The total weight, without food and water (including the belt pouch and flask) is 3.3kg.
Thanks to dual tensioning straps on the sides, I was able to pull the pack snuggly into the curve of my back, and I think it is this feature that makes it easier to carry the extra weight.

Note, I look a bit contorted in that photo -- that is because I took it myself, holding my phone as far out as possible.

Quality construction.

I walked around, and felt quite comfortable carrying this pack, however, it remains to be seen if the comfort persists on a long hike!

One thing I find quite incredible, is that the Daylight pack packs into its own internal stuff-sack. That tiny sack shown on the right.

There are some very interesting youtube videos of this pack:


Some tentative conclusions can be made. The smaller packs are OK for day-hikes, and can even stretch to an overnight in warm summer conditions, sleeping in a shelter.
Note, the kind of shelter I have in mind is on my favourite walk, the Bibbulmun Track, which starts close to where I live, is over 1000km long, and has 3-sided huts every 15km or so. Anyway, more details on that in the field tests.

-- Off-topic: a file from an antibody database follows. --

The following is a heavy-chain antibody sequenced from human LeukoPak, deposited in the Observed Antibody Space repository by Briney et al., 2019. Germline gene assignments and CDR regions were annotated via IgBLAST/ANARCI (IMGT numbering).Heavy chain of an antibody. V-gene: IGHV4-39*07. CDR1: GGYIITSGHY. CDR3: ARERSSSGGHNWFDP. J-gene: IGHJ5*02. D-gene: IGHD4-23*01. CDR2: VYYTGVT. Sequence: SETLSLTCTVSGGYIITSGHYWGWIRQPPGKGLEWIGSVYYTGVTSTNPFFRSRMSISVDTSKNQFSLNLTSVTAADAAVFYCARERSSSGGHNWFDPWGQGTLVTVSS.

The Daylight pack is tantalizingly close to being multi-day hike capable. It could be pushed into this role, if some sacrifices are made. Such as a tiny summer sleeping bag (more on that in the field tests), sleeping in shelters (or under the stars in dry weather). I think that I could par the weight down to under 3kg, without food and water.

My feeling is that 4 kg would be about the upper limit for a waist pack, limiting how much food and water can be added. However, the tiny Sea to Summit daypack weighs just 66gm (see items photo, right-bottom), and becomes a 20 litre backpack -- which could be used to carry extra food.

I do have some ideas that I want to explore, regarding the Daylight pack and multi-day hikes. Again, will elaborate on that in upcoming field tests.

Fields tests

The proof of the pudding is in the eating. I need to get out there, to find out how these packs really perform.

(c) Copyright Barry Kauler 2016, all rights reserved.
Please do not copy this page anywhere, instead link to it. I will probably be editing it every now and again, so it is wise to link to this original page.

Tags: light